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August 23, 2007

That’s entertainment

Wilma Galvante, Senior Vice-President for Entertainment TV, GMA Network, Inc.


Three television sets were turned on inside Wilma Galvante’s office at GMA Network, Inc. One unit was devoted to GMA-7, another to Quality Television or QTV, another GMA-owned network, and another to rival ABS-CBN Broadcasting Corp.

At home, a TV set can be configured to divide into seven screens. Better to see the goings-on both in local TV and in foreign channels, GMA-7’s senior vice-president for entertainment explained. Ms. Galvante said she is not distracted by the multiple screens. (She considers National Geographic and Animal Planet her favorite foreign shows.) It is, after all, her vocation.

Since she was a small girl, Ms. Galvante has always been fascinated with show business - the humming sound at the background while she does her household chores and assignments.

Her father worked in a TV company and her family was one of the first households in the neighborhood in Sampaloc, Manila who had a TV set. Back then, watching television was a communal affair as it was still considered a luxury. The Galvante family did not hesitate to share viewing with their neighbors. During the finale of the Tanghalan ng Kampeon, a singing contest, the TV was placed outside so everybody could watch.

Arguably one of the most influential women in the entertainment industry, Ms. Galvante said she can start trends, make or break a young star’s prospects or resurrect a dead career. (Ms. Galvante, in fact, is known as Tita Wilma among network wards and industry insiders.)

She was a scholar at the Pamantasan ng Lungsod ng Maynila and was employed as a production assistant (PA) in Channel 9, which was then run by the Benedicto family during the martial law year, immediately after graduation.

PAs then were jacks of all trade, including knowing how a show runs from the financial to the production side. This was Ms. Galvante’s introduction to showbiz. She said a lot of her experiences had to do with being a woman in show business, a cutthroat industry where decision makers and network executives were mostly male. "Production is all about attention to details. A woman gives attention to details. The guys, they can’t hack it. They can’t stay with it."

Ms. Galvante learned how to line-produce, strike deals, handle talents and their managers, and cajole finicky stars. She often had to sweet talk actors-in-trouble. "Actors are a special breed. But you still have to tell them this is a job. This is a business... You have to be a mother to them."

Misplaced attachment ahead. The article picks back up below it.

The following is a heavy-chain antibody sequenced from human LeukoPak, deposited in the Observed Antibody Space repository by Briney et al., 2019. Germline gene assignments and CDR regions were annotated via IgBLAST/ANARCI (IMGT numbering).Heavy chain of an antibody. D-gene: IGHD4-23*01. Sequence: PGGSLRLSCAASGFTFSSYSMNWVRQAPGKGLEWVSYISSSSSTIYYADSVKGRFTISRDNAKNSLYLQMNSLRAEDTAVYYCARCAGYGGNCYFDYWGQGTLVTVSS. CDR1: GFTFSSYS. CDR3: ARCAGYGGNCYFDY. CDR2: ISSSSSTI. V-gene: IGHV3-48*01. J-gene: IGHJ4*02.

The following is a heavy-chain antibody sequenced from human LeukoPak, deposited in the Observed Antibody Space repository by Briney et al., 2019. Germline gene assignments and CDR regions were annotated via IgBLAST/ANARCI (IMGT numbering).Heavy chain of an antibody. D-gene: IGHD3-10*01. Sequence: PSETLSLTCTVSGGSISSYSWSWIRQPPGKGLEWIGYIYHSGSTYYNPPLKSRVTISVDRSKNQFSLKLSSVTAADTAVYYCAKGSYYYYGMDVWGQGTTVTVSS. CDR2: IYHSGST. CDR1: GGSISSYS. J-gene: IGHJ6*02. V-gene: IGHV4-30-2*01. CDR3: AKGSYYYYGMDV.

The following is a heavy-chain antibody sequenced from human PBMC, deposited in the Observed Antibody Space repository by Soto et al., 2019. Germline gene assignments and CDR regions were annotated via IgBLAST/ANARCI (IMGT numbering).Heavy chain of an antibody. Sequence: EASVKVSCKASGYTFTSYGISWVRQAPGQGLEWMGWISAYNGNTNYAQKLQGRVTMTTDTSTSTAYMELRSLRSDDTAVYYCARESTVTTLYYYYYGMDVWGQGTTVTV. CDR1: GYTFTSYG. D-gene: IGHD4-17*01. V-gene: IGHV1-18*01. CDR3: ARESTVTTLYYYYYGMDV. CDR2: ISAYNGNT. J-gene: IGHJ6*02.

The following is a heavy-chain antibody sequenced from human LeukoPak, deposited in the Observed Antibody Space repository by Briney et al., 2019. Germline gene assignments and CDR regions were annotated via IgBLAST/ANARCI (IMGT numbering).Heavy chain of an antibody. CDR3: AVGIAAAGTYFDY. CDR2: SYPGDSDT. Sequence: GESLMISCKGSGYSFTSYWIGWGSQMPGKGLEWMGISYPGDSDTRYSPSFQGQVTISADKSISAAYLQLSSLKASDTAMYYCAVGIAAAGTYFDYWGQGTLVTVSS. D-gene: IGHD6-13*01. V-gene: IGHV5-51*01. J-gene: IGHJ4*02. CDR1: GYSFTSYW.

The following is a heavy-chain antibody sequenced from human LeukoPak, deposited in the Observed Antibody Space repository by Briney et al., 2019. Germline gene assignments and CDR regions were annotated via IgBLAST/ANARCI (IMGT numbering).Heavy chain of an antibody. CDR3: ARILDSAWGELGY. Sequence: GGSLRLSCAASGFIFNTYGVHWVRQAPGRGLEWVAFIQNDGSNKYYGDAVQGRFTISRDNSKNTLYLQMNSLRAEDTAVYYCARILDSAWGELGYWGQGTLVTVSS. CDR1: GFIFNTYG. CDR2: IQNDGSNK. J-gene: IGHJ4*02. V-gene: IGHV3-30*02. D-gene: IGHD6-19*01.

She became a sought-after line producer in the 1970s and 1980s that even the film greats such as Lino Brocka and Lupita Kashiwahara demanded that she work for them. She worked at ungodly hours.

Ms. Galvante’s first taste of success was a talent search. "I conceptualized... Bagong Kampeon [new champion]... in 1981," she said. The show grabbed the Filipinos’ penchant for singing and siding with the underdogs of competition. Bagong Kampeon kick-started other talent search shows that injected new ideas to the industry.

It was an experiment at having odd-couple hosts. Bagong Kampeon partnered everyman Bert Marcelo and Asia’s Queen of Songs Pilita Corales. Ms. Galvante said network heads were initially skeptical of the team-up, but the singing contest became a hit on prime time.

The program’s contemporary match, Starstruck, also became a hit for GMA and revived the love team tandem popularized in the 1970s. Ms. Galvante also resurrected local comics titles and introduced fantasy series on prime time such as Mulawin, a story of humanized avian creatures, and Darna, a local version of the American Wonder Woman, both of which were top-rated shows.

In the late 1980s, GMA played second fiddle to the more powerful and influential ABS-CBN owned by the Lopezes. Reversing the tide, therefore, was hard work, Ms. Galvante said. They had to figure out how to work under the shadow of a politically influential network. They experimented with dramas, lighthearted shows and hired good writers. They bought rights to a number of local comics titles such as Darna and Captain Barbel. By the last quarter of 2003, GMA-7’s prime-time shows led over the rival network’s. The effort paid off in 2004 when media surveys showed GMA-7 as the top network.

In the industry, Ms. Galvante said one has to be alert and to never underestimate the public’s pulse. She recounted an advice from late TV comedian and writer Ading Fernando to always observe and recognize who the audience was.

"Wherever you are, you have to know the common man. You have to know the people who ride the buses, the jeepneys. You have to imitate them, you have to imitate life and exaggerate it," she said.

(This story appeared in BusinessWorld’s Special Report: Shatttering the Glass Ceiling which came out in November 16, 2006.)


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